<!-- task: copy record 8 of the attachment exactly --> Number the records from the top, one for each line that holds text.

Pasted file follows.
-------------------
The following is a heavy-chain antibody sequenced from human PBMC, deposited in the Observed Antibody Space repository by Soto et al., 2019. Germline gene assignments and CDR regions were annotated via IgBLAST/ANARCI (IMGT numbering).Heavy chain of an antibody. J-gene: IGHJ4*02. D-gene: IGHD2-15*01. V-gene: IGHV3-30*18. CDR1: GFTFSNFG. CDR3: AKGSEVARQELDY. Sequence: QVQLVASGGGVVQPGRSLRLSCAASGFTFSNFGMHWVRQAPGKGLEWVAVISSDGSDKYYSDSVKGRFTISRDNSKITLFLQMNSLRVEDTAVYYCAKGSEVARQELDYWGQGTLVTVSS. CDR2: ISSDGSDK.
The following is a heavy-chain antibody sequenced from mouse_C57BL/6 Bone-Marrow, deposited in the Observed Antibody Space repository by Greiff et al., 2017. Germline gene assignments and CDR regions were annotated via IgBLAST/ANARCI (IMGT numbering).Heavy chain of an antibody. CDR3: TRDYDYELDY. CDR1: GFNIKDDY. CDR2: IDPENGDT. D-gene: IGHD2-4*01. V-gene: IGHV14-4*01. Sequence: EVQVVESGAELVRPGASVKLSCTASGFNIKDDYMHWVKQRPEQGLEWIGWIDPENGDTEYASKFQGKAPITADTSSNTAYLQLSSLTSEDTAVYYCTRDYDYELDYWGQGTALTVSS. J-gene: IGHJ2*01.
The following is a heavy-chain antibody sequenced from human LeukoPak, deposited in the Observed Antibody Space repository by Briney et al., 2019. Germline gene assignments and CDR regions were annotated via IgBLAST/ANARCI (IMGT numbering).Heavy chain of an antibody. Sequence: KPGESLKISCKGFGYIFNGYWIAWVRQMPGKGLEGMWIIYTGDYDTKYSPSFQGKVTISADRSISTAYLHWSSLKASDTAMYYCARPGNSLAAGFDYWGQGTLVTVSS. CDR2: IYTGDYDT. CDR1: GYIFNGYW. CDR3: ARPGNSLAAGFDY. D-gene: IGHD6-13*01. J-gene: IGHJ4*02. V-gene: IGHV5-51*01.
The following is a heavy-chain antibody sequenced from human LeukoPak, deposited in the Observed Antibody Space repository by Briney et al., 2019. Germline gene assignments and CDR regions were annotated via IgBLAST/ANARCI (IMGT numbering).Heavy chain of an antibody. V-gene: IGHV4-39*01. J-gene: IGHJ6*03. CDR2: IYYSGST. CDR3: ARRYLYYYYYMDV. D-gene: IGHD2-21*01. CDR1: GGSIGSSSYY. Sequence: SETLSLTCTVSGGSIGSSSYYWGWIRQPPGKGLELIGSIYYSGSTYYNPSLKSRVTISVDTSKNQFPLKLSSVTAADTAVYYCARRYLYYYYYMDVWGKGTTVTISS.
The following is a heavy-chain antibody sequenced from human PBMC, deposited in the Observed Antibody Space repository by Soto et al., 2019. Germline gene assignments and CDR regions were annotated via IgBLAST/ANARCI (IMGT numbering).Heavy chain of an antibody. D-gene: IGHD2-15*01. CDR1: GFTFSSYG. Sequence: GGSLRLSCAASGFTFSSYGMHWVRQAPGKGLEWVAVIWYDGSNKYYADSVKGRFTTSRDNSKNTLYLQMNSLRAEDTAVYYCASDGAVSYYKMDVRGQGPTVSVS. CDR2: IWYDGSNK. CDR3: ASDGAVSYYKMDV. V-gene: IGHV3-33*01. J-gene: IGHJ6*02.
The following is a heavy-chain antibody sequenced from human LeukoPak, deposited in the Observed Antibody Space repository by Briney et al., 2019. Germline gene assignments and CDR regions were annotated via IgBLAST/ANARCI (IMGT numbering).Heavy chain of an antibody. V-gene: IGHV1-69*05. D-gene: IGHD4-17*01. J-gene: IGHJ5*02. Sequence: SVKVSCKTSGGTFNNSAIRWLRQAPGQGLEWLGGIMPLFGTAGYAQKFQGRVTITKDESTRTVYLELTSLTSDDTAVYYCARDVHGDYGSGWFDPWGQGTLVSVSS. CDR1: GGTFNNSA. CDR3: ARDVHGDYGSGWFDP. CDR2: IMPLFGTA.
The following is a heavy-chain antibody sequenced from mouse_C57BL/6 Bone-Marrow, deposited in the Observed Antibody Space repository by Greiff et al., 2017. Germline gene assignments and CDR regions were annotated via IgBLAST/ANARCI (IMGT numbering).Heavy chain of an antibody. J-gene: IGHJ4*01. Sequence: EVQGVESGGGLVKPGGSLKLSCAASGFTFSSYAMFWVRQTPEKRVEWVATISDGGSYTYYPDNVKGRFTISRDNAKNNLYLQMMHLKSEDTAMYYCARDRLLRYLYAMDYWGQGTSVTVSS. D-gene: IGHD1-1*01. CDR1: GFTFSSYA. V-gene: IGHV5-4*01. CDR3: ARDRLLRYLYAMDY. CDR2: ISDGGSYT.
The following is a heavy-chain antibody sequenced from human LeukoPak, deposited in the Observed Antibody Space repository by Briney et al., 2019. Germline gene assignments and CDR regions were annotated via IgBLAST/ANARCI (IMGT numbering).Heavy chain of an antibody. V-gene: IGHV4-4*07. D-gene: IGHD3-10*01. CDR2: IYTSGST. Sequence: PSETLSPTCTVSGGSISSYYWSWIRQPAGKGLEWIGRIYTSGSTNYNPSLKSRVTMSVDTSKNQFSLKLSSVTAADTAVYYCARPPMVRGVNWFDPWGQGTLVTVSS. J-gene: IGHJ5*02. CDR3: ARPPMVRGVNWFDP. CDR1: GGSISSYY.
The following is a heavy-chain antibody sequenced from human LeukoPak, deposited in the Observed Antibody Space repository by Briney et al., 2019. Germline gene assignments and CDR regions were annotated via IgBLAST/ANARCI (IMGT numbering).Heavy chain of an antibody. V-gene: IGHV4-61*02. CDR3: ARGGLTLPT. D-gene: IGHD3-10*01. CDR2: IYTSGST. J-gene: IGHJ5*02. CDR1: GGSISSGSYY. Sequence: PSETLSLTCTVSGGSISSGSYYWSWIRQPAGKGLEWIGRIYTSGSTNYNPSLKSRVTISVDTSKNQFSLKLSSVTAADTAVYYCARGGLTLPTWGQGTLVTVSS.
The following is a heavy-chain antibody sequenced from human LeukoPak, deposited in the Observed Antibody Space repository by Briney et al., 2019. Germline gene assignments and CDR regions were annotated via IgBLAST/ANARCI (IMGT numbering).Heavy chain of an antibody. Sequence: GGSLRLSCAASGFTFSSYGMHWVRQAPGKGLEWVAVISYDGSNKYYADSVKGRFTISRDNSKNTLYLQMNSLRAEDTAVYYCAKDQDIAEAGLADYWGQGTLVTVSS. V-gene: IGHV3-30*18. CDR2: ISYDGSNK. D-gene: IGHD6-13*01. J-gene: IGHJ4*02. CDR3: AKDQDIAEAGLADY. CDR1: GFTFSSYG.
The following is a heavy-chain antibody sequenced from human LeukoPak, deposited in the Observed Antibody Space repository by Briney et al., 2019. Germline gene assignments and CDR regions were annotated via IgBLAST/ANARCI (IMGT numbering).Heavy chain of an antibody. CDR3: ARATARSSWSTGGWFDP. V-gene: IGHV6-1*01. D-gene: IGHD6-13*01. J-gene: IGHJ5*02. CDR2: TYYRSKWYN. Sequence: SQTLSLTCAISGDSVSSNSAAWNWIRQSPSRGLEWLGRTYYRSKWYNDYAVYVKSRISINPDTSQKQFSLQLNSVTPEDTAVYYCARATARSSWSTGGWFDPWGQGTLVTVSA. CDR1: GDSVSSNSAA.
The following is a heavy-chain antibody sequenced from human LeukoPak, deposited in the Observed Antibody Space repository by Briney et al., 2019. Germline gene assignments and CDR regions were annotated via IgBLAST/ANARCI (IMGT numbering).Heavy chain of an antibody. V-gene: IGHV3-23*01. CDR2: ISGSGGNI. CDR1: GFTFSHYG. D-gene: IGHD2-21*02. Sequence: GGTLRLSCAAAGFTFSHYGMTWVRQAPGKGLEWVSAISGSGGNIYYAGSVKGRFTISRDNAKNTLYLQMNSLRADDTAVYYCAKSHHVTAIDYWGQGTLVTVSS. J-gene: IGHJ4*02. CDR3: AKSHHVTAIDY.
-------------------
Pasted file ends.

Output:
The following is a heavy-chain antibody sequenced from human LeukoPak, deposited in the Observed Antibody Space repository by Briney et al., 2019. Germline gene assignments and CDR regions were annotated via IgBLAST/ANARCI (IMGT numbering).Heavy chain of an antibody. V-gene: IGHV4-4*07. D-gene: IGHD3-10*01. CDR2: IYTSGST. Sequence: PSETLSPTCTVSGGSISSYYWSWIRQPAGKGLEWIGRIYTSGSTNYNPSLKSRVTMSVDTSKNQFSLKLSSVTAADTAVYYCARPPMVRGVNWFDPWGQGTLVTVSS. J-gene: IGHJ5*02. CDR3: ARPPMVRGVNWFDP. CDR1: GGSISSYY.